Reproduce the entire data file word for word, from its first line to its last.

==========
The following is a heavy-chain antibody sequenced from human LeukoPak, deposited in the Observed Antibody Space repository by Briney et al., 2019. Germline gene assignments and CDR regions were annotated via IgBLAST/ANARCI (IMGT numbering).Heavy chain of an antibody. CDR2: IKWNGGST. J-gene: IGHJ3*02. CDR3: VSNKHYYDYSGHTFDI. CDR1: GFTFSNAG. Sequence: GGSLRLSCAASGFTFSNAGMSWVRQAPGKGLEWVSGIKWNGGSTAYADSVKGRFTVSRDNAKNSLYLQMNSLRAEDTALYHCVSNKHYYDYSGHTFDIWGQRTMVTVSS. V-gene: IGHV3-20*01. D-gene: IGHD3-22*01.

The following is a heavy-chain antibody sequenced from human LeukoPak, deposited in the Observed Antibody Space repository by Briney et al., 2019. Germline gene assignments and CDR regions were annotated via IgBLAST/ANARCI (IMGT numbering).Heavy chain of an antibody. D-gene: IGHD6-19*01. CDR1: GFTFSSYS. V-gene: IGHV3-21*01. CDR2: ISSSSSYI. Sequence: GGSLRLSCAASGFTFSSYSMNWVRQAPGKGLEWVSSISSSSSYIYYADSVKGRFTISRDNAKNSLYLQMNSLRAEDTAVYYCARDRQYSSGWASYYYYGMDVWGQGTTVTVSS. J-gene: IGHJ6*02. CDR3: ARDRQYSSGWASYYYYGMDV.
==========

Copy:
The following is a heavy-chain antibody sequenced from human LeukoPak, deposited in the Observed Antibody Space repository by Briney et al., 2019. Germline gene assignments and CDR regions were annotated via IgBLAST/ANARCI (IMGT numbering).Heavy chain of an antibody. CDR2: IKWNGGST. J-gene: IGHJ3*02. CDR3: VSNKHYYDYSGHTFDI. CDR1: GFTFSNAG. Sequence: GGSLRLSCAASGFTFSNAGMSWVRQAPGKGLEWVSGIKWNGGSTAYADSVKGRFTVSRDNAKNSLYLQMNSLRAEDTALYHCVSNKHYYDYSGHTFDIWGQRTMVTVSS. V-gene: IGHV3-20*01. D-gene: IGHD3-22*01.

The following is a heavy-chain antibody sequenced from human LeukoPak, deposited in the Observed Antibody Space repository by Briney et al., 2019. Germline gene assignments and CDR regions were annotated via IgBLAST/ANARCI (IMGT numbering).Heavy chain of an antibody. D-gene: IGHD6-19*01. CDR1: GFTFSSYS. V-gene: IGHV3-21*01. CDR2: ISSSSSYI. Sequence: GGSLRLSCAASGFTFSSYSMNWVRQAPGKGLEWVSSISSSSSYIYYADSVKGRFTISRDNAKNSLYLQMNSLRAEDTAVYYCARDRQYSSGWASYYYYGMDVWGQGTTVTVSS. J-gene: IGHJ6*02. CDR3: ARDRQYSSGWASYYYYGMDV.